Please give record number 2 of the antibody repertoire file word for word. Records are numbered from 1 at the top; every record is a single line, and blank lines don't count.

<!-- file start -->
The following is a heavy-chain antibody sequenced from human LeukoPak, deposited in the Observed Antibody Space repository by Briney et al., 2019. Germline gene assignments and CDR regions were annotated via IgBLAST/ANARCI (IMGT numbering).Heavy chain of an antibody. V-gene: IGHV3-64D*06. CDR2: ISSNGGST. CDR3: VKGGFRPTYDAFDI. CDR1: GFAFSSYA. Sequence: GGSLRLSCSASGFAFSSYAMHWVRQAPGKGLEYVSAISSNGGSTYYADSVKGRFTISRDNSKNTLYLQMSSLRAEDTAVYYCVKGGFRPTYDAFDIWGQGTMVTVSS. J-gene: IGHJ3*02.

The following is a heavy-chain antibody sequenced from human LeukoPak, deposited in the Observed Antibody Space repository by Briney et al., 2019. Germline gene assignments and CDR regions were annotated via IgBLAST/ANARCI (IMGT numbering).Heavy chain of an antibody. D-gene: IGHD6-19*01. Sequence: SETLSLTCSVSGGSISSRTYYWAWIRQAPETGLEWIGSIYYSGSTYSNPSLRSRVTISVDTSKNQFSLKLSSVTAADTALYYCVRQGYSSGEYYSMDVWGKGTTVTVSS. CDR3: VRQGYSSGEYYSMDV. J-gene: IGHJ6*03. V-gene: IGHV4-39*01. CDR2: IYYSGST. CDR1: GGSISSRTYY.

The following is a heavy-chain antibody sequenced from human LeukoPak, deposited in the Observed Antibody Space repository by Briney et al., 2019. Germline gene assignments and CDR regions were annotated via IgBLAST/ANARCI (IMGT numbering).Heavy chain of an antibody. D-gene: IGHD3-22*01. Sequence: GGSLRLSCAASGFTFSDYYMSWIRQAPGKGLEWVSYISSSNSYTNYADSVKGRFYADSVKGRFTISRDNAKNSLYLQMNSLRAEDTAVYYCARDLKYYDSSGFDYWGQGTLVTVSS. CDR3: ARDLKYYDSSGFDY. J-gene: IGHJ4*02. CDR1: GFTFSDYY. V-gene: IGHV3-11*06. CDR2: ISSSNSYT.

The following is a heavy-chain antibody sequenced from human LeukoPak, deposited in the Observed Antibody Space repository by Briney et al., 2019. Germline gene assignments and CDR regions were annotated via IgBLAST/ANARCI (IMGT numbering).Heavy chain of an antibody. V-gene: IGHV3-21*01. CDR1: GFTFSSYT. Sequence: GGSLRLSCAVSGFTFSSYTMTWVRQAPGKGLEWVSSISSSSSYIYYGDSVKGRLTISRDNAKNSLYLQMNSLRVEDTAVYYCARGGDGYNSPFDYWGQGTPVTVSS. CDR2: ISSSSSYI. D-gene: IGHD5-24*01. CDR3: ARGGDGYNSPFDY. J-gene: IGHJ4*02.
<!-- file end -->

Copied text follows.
The following is a heavy-chain antibody sequenced from human LeukoPak, deposited in the Observed Antibody Space repository by Briney et al., 2019. Germline gene assignments and CDR regions were annotated via IgBLAST/ANARCI (IMGT numbering).Heavy chain of an antibody. D-gene: IGHD6-19*01. Sequence: SETLSLTCSVSGGSISSRTYYWAWIRQAPETGLEWIGSIYYSGSTYSNPSLRSRVTISVDTSKNQFSLKLSSVTAADTALYYCVRQGYSSGEYYSMDVWGKGTTVTVSS. CDR3: VRQGYSSGEYYSMDV. J-gene: IGHJ6*03. V-gene: IGHV4-39*01. CDR2: IYYSGST. CDR1: GGSISSRTYY.